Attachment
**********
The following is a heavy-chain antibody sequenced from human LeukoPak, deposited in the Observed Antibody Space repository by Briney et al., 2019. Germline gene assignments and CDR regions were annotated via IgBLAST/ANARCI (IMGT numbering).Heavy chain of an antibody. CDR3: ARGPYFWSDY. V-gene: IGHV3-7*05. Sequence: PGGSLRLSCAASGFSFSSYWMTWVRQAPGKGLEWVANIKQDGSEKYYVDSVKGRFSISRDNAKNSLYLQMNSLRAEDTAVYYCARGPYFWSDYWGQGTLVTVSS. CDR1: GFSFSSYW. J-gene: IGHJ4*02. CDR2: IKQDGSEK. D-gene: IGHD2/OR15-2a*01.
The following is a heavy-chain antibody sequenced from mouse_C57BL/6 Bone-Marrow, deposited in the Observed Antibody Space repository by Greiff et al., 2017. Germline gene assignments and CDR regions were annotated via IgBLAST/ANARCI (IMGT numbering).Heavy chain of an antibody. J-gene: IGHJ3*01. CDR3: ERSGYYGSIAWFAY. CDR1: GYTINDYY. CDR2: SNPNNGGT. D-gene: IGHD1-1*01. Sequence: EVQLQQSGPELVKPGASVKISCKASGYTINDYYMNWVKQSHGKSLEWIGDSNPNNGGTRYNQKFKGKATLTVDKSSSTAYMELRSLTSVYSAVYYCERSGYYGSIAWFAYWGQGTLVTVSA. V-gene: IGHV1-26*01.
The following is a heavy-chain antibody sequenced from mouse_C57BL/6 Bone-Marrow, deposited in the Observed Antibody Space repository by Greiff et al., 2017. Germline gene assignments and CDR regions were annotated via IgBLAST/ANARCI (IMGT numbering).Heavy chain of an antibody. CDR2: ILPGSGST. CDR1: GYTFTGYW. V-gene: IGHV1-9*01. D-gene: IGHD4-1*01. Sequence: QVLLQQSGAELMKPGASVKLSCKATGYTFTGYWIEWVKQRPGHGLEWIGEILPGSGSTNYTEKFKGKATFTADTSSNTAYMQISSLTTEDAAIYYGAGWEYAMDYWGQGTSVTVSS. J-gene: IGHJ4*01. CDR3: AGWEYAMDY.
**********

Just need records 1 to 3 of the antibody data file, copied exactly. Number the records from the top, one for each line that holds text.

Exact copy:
The following is a heavy-chain antibody sequenced from human LeukoPak, deposited in the Observed Antibody Space repository by Briney et al., 2019. Germline gene assignments and CDR regions were annotated via IgBLAST/ANARCI (IMGT numbering).Heavy chain of an antibody. CDR3: ARGPYFWSDY. V-gene: IGHV3-7*05. Sequence: PGGSLRLSCAASGFSFSSYWMTWVRQAPGKGLEWVANIKQDGSEKYYVDSVKGRFSISRDNAKNSLYLQMNSLRAEDTAVYYCARGPYFWSDYWGQGTLVTVSS. CDR1: GFSFSSYW. J-gene: IGHJ4*02. CDR2: IKQDGSEK. D-gene: IGHD2/OR15-2a*01.
The following is a heavy-chain antibody sequenced from mouse_C57BL/6 Bone-Marrow, deposited in the Observed Antibody Space repository by Greiff et al., 2017. Germline gene assignments and CDR regions were annotated via IgBLAST/ANARCI (IMGT numbering).Heavy chain of an antibody. J-gene: IGHJ3*01. CDR3: ERSGYYGSIAWFAY. CDR1: GYTINDYY. CDR2: SNPNNGGT. D-gene: IGHD1-1*01. Sequence: EVQLQQSGPELVKPGASVKISCKASGYTINDYYMNWVKQSHGKSLEWIGDSNPNNGGTRYNQKFKGKATLTVDKSSSTAYMELRSLTSVYSAVYYCERSGYYGSIAWFAYWGQGTLVTVSA. V-gene: IGHV1-26*01.
The following is a heavy-chain antibody sequenced from mouse_C57BL/6 Bone-Marrow, deposited in the Observed Antibody Space repository by Greiff et al., 2017. Germline gene assignments and CDR regions were annotated via IgBLAST/ANARCI (IMGT numbering).Heavy chain of an antibody. CDR2: ILPGSGST. CDR1: GYTFTGYW. V-gene: IGHV1-9*01. D-gene: IGHD4-1*01. Sequence: QVLLQQSGAELMKPGASVKLSCKATGYTFTGYWIEWVKQRPGHGLEWIGEILPGSGSTNYTEKFKGKATFTADTSSNTAYMQISSLTTEDAAIYYGAGWEYAMDYWGQGTSVTVSS. J-gene: IGHJ4*01. CDR3: AGWEYAMDY.